SA was instituted by lumbar puncture at L3-L4 space in sitting position using 25gauge spinal needle and 3 ml of hyperbaric bupivacaine 0.5%. Patient was then turned supine. Sensory level was checked and adequate block was achieved up to T6 segment. He was turned prone and surgery was started. After about two hours of uneventful surgery, the patient complained of pain and needed anesthesia supplementation.

It was decided after consultation with the surgeon to refresh SA instead of administering him general anesthesia (GA). One and a half ml of 0.5% hyperbaric bupivacaine was injected in the subarachnoid space under direct vision using 25G spinal needle. Adequacy of block was checked, sensory block upto T6 level was confirmed and surgery continued for another 45 min without any added complications or discomfort to the patient.


We present here a case in which the duration of SA was prolonged by a sequential spinal injection under direct vision. SA, epidural or GA, have all been used for lower spine surgery, but randomized controlled trials establishing the superiority of one technique over the other techniques are lacking.

McLain et al1 conducted a case-controlled study in 400 patients who underwent either SA or GA for lumbar decompression, and demonstrated that SA was as effective as GA. They concluded that spinal resulted in shorter anesthesia duration, decreased incidence of nausea and postoperative analgesic needs, and was accompanied with fewer adverse effects.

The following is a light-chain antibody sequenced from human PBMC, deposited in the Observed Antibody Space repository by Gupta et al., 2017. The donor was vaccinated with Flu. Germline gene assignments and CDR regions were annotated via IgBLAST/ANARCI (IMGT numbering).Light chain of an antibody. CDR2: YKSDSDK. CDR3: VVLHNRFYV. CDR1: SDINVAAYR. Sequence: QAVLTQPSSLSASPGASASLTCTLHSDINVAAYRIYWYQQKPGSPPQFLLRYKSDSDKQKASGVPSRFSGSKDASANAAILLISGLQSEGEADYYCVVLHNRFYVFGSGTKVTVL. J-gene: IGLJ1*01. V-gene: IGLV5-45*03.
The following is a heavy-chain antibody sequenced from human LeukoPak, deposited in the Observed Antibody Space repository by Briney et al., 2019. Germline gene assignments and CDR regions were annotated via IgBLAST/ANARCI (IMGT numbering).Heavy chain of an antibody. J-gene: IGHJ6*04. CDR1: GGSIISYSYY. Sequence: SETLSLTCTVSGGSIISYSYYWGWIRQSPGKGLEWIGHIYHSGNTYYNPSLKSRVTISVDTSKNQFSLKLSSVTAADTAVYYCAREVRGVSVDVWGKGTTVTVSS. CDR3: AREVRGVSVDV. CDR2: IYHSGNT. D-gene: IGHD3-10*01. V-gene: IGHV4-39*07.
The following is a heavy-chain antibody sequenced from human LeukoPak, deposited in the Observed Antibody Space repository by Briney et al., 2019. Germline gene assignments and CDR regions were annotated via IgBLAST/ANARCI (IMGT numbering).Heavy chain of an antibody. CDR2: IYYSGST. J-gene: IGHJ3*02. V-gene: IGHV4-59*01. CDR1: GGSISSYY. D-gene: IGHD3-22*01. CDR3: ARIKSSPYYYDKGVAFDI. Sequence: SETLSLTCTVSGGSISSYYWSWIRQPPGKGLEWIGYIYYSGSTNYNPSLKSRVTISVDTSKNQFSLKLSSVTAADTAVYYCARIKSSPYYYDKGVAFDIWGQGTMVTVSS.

Traditionally, GA is commonly used in lumbar disc surgery; nevertheless, regional anesthesia, either spinal or epidural, has also been used as a successful alternative in spinal surgery. Although discectomy has been performed under regional anesthesia, SA is not a commonly used technique. This technique avoids the deleterious physiological consequences of the prone position under GA.2 Maintenance of spontaneous ventilation results in less distention of the epidural veins and produces an excellent surgical field. Although SA has previously been reported for discectomy and is mentioned in anesthetic textbooks, it is unclear exactly how widely the technique is practiced.3-5 In general, SA has been shown to carry a very low risk of serious complications.6

SA advantages include self-positioning by the patient, this regulates the respiratory function and also decreases intraoperative bleeding by decreasing peripheral venous pressure.7 Reduced bleeding reported in previous studies may be due to relatively fewer episodes of intraoperative hypertension because SA inhibits surgically induced stress level to a greater degree than GA.8-10 Jellish et al11 have shown that patients, who receive a SA, bleed less during lumbar disc procedures compared with those in whom GA was given. They suggested that reduced blood loss under SA and spontaneous ventilation was due to a combination of sympathetic blockade (with resultant vasodilation and relative hypotension) and lower intrathoracic pressure.12

In our case, we successfully extended the duration of block by injecting local anesthetic into subarachnoid space under direct vision through the dura mater.


Local anesthetic can be injected into subarachnoid space under direct vision, prolonging the duration of neuraxial block. This technique can be used during lengthy spinal surgery and can help to obviate a need for general anesthesia.